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Promote your horse's recovery with RECUTEC EQ

Promote your horse's recovery with RECUTEC EQ


What are electrolytes?

Electrolytes are the mineral salts found in sweat. Sweat is much more concentrated in electrolytes than blood, which means that if the horse sweats during exercise or transport, for example, it will lose a significant amount of these mineral salts.

The main electrolytes in sweat are sodium, chloride and potassium. Macro- and trace elements, such as calcium and magnesium, are also present in much smaller amounts.

The regulation mechanism is complex; without electrolytes, cellular hydration is impossible, which can lead to major metabolic disorders. This is why, in the event of a loss due to heavy sweating, the horse must replenish its mineral salt reserves.


What are the risks of dehydration and electrolyte deficiency?

Horses sweat a lot. They can lose up to 15 litres of sweat per hour during intense exercise in very hot weather. Water loss is 7 to 8 litres per hour in an endurance test in a temperate climate, the equivalent of 35 to 40 litres in a 5-hour test, which corresponds to 8% of the horse's body weight.

Even moderate water loss (2 to 4% of body weight) will have an impact on sporting performance.

The more the horse sweats, the more its mineral salt reserves are depleted. Loss of electrolytes can lead to dehydration. Severe dehydration compromises the sweating mechanism responsible for regulating body temperature, leading to hyperthermia.

Dehydration causes circulatory problems, as well as problems with energy metabolism (faster glycogen depletion and increased lactic acidosis). This can lead to rhabdomyolysis (myositis) or heat stroke. Electrolyte imbalance linked to heavy sweating favours these phenomena.

Signs of more severe dehydration are unsteady gait, uncoordinated muscle contractions, tremors and muscle weakness, increased temperature and lack of interest in water. The osmotic balance of the body's cells also depends on water intake. Water is necessary and must be offered at the same time as electrolytes. Therefore, the horse should always have free access to clean, fresh water so that it can quench its thirst whenever it feels the need.

What is the benefit of electrolyte supplementation?

An experiment (Dûsterdieck et al. 1999) studied the response of horses running the equivalent of a 60 km endurance race on a treadmill and offered water with or without electrolytes at different times during exercise. When the horses ran without electrolytes, they lost about 25 kg of sweat, offset by 13 litres of water ingested through voluntary consumption during exercise, or about half of what was lost. When they ran with an electrolyte supplement (a dose of sodium chloride distributed before and after the run), they drank 23 litres of water, enough to compensate for all the water loss, and started drinking earlier during exercise. Other tests showed that sodium supplementation tended to encourage horses to drink again. The sensation of thirst is stimulated by an increase in plasma osmolality. Drinking still water after sweat loss will dilute the sodium concentration and inhibit the sensation of thirst. With an initial salt-enriched watering, the plasma sodium concentration remains elevated and prolongs the sensation of thirst within minutes after the first intake of water.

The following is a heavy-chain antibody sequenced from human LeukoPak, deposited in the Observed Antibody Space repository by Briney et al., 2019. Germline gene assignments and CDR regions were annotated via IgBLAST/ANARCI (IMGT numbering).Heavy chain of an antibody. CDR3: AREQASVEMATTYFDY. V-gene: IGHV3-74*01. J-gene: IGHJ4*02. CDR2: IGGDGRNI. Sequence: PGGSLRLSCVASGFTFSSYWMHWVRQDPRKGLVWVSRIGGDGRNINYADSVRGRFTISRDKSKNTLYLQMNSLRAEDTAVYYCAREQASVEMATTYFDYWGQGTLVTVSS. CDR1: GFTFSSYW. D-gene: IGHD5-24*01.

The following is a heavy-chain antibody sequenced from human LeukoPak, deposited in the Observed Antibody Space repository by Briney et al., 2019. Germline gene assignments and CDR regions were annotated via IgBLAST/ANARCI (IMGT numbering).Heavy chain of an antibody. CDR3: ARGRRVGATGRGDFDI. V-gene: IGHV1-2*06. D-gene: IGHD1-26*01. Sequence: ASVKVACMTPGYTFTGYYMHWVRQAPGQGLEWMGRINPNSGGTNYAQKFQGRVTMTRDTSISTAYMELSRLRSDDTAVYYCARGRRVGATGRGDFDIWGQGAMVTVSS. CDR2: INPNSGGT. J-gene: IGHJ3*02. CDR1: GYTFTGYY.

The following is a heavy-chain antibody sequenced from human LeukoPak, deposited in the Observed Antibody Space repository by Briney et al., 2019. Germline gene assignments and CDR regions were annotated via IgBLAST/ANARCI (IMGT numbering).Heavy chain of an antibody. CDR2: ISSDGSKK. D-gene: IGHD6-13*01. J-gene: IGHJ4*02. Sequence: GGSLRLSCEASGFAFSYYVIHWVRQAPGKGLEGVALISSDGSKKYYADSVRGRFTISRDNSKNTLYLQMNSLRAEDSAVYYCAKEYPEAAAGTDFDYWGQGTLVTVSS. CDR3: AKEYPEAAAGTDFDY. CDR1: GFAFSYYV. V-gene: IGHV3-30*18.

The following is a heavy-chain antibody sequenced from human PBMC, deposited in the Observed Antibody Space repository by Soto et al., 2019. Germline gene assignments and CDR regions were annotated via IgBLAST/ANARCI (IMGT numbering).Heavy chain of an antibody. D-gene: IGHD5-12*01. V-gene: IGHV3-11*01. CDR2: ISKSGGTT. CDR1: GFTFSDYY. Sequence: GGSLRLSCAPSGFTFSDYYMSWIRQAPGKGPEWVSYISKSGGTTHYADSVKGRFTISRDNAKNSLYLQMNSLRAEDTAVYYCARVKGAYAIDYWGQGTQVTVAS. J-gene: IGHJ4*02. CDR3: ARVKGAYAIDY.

How should electrolyte supplements be used?

Most of the time, a balanced diet, free access to clean, fresh water and the availability of a salt stone are sufficient to meet the horse's electrolyte needs.

Electrolyte-based supplements can be administered during exertion or in conditions that cause profuse sweating (exercise and transport in hot weather, exposure to extreme heat, stress). They mainly provide sources of sodium chloride (salt), potassium chloride, calcium, magnesium and certain trace elements.



RECUTEC EQ is a food supplement that supports muscular effort and favours the horse's recovery. It contains electrolytes and essential ingredients that guarantee a high energy density. The administration of RECUTEC EQ before work delays the onset of fatigue, acts on muscular power, cardiac output and cellular oxygenation. It contains no known substances on the FEI banned substances list.


Wolter. L'alimentation du cheval. La France Agricole, 2015.

R.J. Geor, P. Harris and al. Equine Applied and Clinical Nutrition. Saunders, 2013.

Kentucky Equine Research. What Are Electrolytes and Why Are They Important?

Promote your horse's recovery with RECUTEC EQ
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